Running on Plenty

From the moment “McFarland, USA” begins, you know how it will end. So the scenes described here do not quite qualify as spoilers. You can guess that Jim White, the gruff yet big-hearted running coach (whose surname also matches his ethnicity) played by Kevin Costner, will have a hard time adjusting to his abrupt move to the largely Mexican-American town of McFarland. You suspect that his team of Mexican-American high school kids will treat him with some suspicion. And you know that by the end of the film, they will all come away changed by their encounters with one another,.

But what you might not guess before seeing the film is that director Niki Caro won’t take any shortcuts to the eventual happy ending. You will be pleasantly surprised by the thoughtful attention to the back stories of the runners, who struggle to help support their families by working in the fields when not in school. You will be glad to see that the relationships among the team members and their families are in fact real and loving and solid, though not without struggle. You will be relieved to learn that the kids are not portrayed as helpless cases in need of a savior in White.

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“McFarland, USA” is based on a true story; the events took place in 1987 in McFarland, a real town in California’s Central Valley. In many ways, the movie is a welcome one for our time: an earnest, sincere film in an era when irony, snark or edginess can seem to dominate so many creative pursuits or conversations. It allows joy to exist alongside difficulties, and hope alongside discouragement. Even its predictability is a comfort; you can watch knowing that good will win out, that the hills will be overcome. It encourages us to acknowledge the reality of our struggles but to keep moving forward.

Although the terrain I have tread, both along the race course and in my home life, has been quite different from those depicted in the film, the racing scenes still brought me back to my own days as a high school runner in Massachusetts. Though the boys of McFarland joined their team largely to get into or out of trouble, my own decision to join my high school cross country team was largely inspired by Michael Johnson’s speed on the track in the 1996 Olympics. His gold racing flats also motivated me to cover my mother’s old New Balance sneakers with gold glittery puffy paint before trying them out on my first run around our neighborhood.

On my first day of practice, I was nervous. But almost as soon as I arrived, we were told to start running. We were told to just move forward, just keep going, all at our own paces, all of us trying to better ourselves while also letting go of ourselves for just a little while.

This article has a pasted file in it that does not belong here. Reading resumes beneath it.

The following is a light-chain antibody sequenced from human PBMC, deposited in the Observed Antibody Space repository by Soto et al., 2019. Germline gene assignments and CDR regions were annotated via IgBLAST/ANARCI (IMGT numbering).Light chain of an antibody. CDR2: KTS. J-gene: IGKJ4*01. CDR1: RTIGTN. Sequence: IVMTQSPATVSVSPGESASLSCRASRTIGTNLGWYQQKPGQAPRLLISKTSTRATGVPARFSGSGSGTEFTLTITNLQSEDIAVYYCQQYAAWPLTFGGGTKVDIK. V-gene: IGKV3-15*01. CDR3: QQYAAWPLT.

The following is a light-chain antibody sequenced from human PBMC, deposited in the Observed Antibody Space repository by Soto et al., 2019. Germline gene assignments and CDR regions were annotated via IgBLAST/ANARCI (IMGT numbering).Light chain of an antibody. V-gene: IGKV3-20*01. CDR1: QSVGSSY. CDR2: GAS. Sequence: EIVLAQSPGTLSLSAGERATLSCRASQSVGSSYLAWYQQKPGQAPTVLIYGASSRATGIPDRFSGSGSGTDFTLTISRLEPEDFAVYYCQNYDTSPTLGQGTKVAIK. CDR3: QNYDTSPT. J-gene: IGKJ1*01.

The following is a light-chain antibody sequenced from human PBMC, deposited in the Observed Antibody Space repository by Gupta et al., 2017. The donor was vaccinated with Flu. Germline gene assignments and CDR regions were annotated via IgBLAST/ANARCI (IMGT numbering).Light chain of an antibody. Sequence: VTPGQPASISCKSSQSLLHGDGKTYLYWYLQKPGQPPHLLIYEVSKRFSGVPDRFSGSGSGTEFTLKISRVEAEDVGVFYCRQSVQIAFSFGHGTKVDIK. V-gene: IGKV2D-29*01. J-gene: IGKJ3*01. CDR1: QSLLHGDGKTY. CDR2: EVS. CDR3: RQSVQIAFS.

This tension between the shared journey and individual identity exists in McFarland, too. The beauty of the relationships in the film is that as the team grows in skill, its members also grow into their own skins. They become more confident, not simply because of their victories, but because they acknowledge how much they have always been capable of.

This sort of transformation is perhaps particularly relevant during Easter, as we are reminded of our call to be transformed and to remain true. The risen Christ models this for us in Scripture by being both revolutionary and recognizable. He is someone totally new, and yet constant. Christ’s resurrection tells us we will not always be as we are now. Better things are on the way.

In our daily lives, we sometimes feel this tension of being in transition, that pull of what was and what will be and what we wish for. But from that stretching there comes real growth.

True Christian community asks us to recognize those qualities in one another that we might not be willing to recognize in ourselves. We are called to support one another and challenge one another along our shared path, even as we sometimes desire to sprint off on our own diversions. Yet even those tangents are part of our journey; there can be continuity even in the wrong turns. Slowly we are strengthened, not just by our own will but by those who love us. And this transformation is not the fulfillment of our own desires but of God’s desire for us.

The events of our own journeys in faith are anything but predictable, but the paschal mystery helps remind us to keep moving forward in faith. There are better days ahead.

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